1. Create Assessment Instrument
This lesson will walk you through the various types of Assessment Instruments available within your Anthology Portfolio system, and will provide you with links to learn how to create those Instruments. Some of the Instrument types are listed as sub-types as they are simply another way to use the main type of Instrument.
Assessment Instruments are linked to Tables of Contents in order to allow for the submission and assessment of work. They are also linked to Outcome Set sections in order to show how the Outcomes are being met through the course curriculum and to track student progress and learning.
A conventional Assessment Instrument has an internal score assigned to each level of the Instrument. The Instrument score in a conventional instrument is computed as a mean of all individual criterion scores, taking into consideration the weighting applied to individual criteria. The 'weight' applied to a criterion determines the number of times the criterion score is included in the calculation of the mean. If all the criteria have the same weight, regardless of what the weight is, it is the same as weighting them all at '1'.
A conventional Assessment Instrument has multiple performance levels based on the default performance levels that you have set up in your system. There should be a descriptive label of the expectations for each performance level and each level of the rubric is assigned an internal score.
An additive Assessment Instrument resembles a conventional rubric in format. The difference between conventional and additive instruments is the way the score is computed. The additive instrument generates a score that is the sum of criteria scores. Individual criteria are assigned a maximum score. Generally, additive instruments do not use a not-applicable (N/A) level, however an N/A may be added if the instrument includes developmental tiers.
While checklists have little statistical value, they are useful to assure that requirements have been met. Checklists can be either Assessments Instruments or forms. If you would like to create a non-scored checklist, use a non-scored checklist for keeping track of submissions of required documents, numeric record logs, etc. Use the Form type 'Portfolio/ Assessment Form' and select the typed in numerical value response type. Results from the form submissions can be viewed by respondent on the 'View Form' screen.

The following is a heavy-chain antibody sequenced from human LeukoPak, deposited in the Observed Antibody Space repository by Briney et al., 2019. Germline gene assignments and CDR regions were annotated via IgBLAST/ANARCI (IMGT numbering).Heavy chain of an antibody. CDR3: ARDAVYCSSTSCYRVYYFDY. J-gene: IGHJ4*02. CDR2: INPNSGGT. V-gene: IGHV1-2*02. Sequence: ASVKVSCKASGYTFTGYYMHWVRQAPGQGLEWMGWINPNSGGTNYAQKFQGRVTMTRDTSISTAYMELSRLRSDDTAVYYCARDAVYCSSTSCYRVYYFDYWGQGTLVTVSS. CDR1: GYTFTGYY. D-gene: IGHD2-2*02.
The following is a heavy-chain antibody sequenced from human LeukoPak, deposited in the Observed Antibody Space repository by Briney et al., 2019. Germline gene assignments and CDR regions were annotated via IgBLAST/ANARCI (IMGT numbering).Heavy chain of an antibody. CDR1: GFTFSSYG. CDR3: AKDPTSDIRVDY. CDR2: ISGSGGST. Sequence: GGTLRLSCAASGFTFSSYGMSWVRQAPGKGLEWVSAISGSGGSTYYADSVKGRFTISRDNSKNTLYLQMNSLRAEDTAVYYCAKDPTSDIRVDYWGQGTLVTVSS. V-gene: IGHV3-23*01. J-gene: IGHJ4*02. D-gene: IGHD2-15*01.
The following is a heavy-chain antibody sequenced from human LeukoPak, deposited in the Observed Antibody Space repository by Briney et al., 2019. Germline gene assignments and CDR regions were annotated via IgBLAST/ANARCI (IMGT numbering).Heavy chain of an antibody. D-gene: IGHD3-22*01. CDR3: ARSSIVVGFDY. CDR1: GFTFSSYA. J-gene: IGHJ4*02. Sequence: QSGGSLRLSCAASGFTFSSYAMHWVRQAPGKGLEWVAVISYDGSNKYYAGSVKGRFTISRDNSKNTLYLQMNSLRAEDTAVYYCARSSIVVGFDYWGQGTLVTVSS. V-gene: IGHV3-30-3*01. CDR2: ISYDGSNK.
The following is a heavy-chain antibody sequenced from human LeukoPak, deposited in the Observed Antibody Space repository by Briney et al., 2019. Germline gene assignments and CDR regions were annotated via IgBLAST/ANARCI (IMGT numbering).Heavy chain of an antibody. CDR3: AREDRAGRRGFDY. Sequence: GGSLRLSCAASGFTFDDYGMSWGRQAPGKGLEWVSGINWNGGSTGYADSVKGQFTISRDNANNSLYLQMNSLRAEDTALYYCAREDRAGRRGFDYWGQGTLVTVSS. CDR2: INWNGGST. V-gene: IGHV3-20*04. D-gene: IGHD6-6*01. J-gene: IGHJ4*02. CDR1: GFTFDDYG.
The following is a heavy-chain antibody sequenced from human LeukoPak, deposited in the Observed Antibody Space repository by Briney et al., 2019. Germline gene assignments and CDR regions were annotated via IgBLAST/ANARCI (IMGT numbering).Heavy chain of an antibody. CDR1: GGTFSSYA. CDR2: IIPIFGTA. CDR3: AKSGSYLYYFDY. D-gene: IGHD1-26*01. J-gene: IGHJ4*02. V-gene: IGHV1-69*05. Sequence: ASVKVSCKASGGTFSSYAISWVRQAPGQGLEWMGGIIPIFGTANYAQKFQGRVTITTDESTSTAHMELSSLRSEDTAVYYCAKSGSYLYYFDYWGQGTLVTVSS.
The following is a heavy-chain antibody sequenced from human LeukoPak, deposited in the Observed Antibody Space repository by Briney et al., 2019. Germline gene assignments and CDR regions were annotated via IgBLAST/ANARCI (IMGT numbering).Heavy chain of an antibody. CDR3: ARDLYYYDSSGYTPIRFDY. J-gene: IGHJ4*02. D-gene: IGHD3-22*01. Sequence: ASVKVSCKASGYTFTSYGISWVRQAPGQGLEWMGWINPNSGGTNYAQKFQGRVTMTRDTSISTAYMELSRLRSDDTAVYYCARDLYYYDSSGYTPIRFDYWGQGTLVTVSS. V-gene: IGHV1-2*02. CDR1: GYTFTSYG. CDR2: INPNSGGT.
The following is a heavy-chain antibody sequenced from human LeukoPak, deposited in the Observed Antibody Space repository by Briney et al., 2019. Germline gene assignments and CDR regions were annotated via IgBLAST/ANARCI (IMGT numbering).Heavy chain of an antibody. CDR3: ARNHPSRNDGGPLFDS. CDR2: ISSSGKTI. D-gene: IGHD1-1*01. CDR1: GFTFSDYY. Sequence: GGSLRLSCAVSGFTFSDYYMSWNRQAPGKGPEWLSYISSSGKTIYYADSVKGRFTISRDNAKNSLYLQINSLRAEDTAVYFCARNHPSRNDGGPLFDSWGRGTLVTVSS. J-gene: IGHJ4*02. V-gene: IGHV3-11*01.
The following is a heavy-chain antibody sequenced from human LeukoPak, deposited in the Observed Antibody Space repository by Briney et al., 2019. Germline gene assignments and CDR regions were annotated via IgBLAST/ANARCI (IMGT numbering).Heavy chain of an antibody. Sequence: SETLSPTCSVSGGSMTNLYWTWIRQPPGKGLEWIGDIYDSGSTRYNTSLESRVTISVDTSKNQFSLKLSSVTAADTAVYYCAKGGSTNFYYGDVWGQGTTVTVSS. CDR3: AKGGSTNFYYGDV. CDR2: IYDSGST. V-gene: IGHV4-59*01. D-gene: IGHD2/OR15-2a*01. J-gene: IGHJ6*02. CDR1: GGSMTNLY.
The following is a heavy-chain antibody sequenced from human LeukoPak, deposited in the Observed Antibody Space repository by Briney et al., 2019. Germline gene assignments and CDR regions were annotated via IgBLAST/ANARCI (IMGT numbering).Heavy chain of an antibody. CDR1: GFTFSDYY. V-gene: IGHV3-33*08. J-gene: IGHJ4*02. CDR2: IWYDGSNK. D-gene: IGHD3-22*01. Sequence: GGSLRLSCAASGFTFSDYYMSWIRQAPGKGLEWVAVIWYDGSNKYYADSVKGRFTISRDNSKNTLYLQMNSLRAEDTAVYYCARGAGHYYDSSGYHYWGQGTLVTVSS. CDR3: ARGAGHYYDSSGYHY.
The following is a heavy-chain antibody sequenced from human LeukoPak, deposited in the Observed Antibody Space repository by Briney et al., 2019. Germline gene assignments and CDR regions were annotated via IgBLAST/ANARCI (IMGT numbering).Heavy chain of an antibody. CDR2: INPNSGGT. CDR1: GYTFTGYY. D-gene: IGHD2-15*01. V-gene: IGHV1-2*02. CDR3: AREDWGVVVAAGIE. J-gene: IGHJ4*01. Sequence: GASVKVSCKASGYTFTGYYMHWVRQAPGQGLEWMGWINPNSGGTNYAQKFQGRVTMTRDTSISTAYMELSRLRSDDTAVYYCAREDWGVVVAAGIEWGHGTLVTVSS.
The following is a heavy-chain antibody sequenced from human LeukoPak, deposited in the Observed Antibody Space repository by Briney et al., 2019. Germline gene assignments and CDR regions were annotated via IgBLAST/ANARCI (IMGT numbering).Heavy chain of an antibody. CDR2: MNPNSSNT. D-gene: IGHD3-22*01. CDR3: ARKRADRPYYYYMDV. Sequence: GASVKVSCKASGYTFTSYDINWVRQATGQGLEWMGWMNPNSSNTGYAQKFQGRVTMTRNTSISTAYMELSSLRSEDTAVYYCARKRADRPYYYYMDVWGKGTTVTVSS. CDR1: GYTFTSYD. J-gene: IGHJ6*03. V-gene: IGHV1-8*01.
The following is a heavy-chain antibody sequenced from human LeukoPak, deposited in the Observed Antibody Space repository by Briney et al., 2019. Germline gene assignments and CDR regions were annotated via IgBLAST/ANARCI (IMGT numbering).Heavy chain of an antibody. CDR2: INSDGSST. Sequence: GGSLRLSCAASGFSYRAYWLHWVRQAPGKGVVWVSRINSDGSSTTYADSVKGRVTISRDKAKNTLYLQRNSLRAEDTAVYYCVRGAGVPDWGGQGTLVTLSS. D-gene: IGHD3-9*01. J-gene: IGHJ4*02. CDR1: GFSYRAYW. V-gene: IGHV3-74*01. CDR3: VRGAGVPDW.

While these have little statistical value, they are useful to assure that key behaviors have taken place. Use only one criterion and two levels '0' and '1'. Report these assessments out separately from other assessments, and do not link these checklists to standards. This type of 'gate-keeping' may also require a second tier of assessment. In that case use the escalation process to advance the submission to another level of assessment (i.e. a different instrument).
A Self-Evaluation Assessment Instrument is created using the 'Conventional' scoring type and is completed by students rather than by assessors. Once a student completes the self-evaluation, the completed assessment is automatically transferred to the designated assessor for review.
A formula instrument aggregates individual criterion scores from one or more conventional instruments. Formula rubrics are useful in aggregating data related to individual concepts across instruments, programs, and other groupings. For example, cross-campus or inter-program writing or communication skills may be of interest. A formula instrument can aggregate data from individual criteria related to communication from a variety of instruments without requiring additional assessment.